The return value is correct, -40. I have a feeling getting loops to run the correct amount of times is going to be tricky topic for me for a while. Thanks to both of you.

So you figured it out??

Start and stop conditions for loops is something that can be tricky at time.

For loops the way I do things generally is:
If I know how many times exactly a loop needs to be ran: For loop
If the loop needs to run AT least 1 or more times: do while loop
If the loop needs to run 0 or more times: while loop

This problem would've fallen into the do while category the way you set it up :)

burton95 said:
I have a feeling getting loops to run the correct amount of times is going to be tricky topic for me for a while. Thanks to both of you.
You need to take care. Errors similar to yours pop up all the time. Suppose you need to make a linear fence 100 meters long using 10 meter long sections of fencing. How many fenceposts do you need? (The answer is 11, not 10.) A similar error: You have 10 fenceposts. How many sections of fencing do you need to build a linear fence using all your fenceposts? (The answer is 9, not 10.) Thinking the answer to these questions is ten occurs so frequently that these mistakes are called fencepost errors.

These two kinds of fencepost errors are in the larger class of off-by-one errors. Yours is essentially an off-by-one error. You need to watch out for them.

FactChecker said:
3) When you tried a floating point calculation, C and F may never have been exactly equal (to the nearest 2^(-64) ).
Integers between -224 and 224 are be stored exactly in a single precision IEEE floating point number. For double precision numbers, integers between -253 and 253 are be stored exactly.

A value of -40 will be stored exactly, and the floating point computation (9.0*40)/5.0 + 32.0 will be exactly 40.0.

D H said:
Integers between -224 and 224 are be stored exactly in a single precision IEEE floating point number. For double precision numbers, integers between -253 and 253 are be stored exactly.

A value of -40 will be stored exactly, and the floating point computation (9.0*40)/5.0 + 32.0 will be exactly 40.0.
The calculation is only an integer every 5'th iteration. My comment was just to warn about testing for equality of floats to terminate the loop. It is pure luck that the solution of x=9x/5+32 is an integer.

Last edited:
FactChecker said:
It is pure luck that the solution of x=9x/5+32 is an integer.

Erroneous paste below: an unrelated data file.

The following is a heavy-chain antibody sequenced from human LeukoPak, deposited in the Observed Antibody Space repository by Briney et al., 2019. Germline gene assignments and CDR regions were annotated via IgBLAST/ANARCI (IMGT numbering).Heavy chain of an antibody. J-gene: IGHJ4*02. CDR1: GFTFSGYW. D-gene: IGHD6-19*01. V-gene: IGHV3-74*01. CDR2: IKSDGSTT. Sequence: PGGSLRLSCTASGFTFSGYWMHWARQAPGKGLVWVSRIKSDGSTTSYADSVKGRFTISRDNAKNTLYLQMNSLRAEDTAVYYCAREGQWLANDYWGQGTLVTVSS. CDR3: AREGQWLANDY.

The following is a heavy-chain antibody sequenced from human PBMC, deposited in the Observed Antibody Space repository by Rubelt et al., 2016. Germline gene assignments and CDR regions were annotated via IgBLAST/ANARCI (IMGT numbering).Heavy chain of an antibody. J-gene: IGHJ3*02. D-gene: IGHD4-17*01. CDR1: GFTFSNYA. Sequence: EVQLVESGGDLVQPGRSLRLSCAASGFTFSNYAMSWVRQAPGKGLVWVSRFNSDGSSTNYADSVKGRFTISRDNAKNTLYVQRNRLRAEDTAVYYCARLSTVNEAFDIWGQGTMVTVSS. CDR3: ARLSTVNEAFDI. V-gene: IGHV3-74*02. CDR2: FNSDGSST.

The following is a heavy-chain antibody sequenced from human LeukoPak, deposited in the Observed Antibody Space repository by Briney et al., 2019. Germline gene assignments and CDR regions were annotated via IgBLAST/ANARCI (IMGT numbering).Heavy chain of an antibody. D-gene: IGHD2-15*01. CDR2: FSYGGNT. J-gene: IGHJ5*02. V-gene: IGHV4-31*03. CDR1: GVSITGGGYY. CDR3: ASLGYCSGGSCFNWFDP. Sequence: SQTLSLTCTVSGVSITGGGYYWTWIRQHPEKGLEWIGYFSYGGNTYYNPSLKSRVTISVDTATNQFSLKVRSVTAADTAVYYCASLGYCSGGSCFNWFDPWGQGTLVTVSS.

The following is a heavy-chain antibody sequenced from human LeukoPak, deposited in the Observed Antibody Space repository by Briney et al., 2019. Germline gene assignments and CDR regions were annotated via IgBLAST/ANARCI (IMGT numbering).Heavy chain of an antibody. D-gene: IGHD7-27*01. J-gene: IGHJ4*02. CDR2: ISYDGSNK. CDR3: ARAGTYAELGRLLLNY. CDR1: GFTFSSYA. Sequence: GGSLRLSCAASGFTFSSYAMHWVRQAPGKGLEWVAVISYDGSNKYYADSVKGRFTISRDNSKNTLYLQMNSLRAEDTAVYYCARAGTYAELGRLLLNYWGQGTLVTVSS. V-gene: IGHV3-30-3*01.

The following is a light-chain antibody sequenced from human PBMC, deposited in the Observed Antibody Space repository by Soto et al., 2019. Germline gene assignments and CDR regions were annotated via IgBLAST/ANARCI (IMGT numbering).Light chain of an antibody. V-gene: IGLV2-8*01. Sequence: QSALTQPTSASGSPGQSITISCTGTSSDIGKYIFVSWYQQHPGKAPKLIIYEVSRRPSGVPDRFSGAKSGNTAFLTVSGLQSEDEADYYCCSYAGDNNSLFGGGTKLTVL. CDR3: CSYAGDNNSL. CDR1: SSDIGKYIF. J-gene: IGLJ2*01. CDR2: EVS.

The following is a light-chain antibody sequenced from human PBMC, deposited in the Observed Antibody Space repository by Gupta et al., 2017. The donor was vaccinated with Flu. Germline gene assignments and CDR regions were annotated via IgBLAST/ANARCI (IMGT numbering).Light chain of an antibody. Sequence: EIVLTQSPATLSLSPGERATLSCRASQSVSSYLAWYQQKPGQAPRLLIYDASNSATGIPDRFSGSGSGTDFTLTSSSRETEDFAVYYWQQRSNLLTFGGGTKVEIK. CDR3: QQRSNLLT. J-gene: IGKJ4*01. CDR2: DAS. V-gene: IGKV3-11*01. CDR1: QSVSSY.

When x = -40, or any fairly small multiple of 5, it is not "pure luck", if your computer uses IEEE arithmetic.

Some non-IEEE hardware did give nasty surprises over this. In particular the early Cray supercomputers didn't have any special-purpose hardware for division, but calculated a/b as a*reciprocal(b), where "reciprocal" was calculated by a software function, using an iterative algorithm. A reciprocal like 1/5 can NOT be represented exactly as a binary value, so a/5 was never an exact value, unless a = 0.

In general the warning about testing equality of floats is valid, of course.

AlephZero said:
When x = -40, or any fairly small multiple of 5, it is not "pure luck", if your computer uses IEEE arithmetic.

Some non-IEEE hardware did give nasty surprises over this. In particular the early Cray supercomputers didn't have any special-purpose hardware for division, but calculated a/b as a*reciprocal(b), where "reciprocal" was calculated by a software function, using an iterative algorithm. A reciprocal like 1/5 can NOT be represented exactly as a binary value, so a/5 was never an exact value, unless a = 0.

In general the warning about testing equality of floats is valid, of course.

I thought the same thing till a couple of weeks ago, when someone on another post gave this example:
Code:
Perl code:
$x = 25.4 / 10.0 * 1.0 / 2.54 ;$y = (25.4 / 10.0) * (1.0 / 2.54);
printf ("%g %s %g\n", $x, (($x == $y) ? "=" : "!="),$y);
I ran it on a Wintel PC and got: "1 != 1"
So IEEE 754 does not guarantee as much as I thought it did.

That was my example.

Nonetheless, AlephZero is correct. (9.0*x)/5.0 is exact when x is a "small" multiple of 5, where "small" means |x|≤9007199254740990. There's no problem here since 40 is much less than 9007199254740990.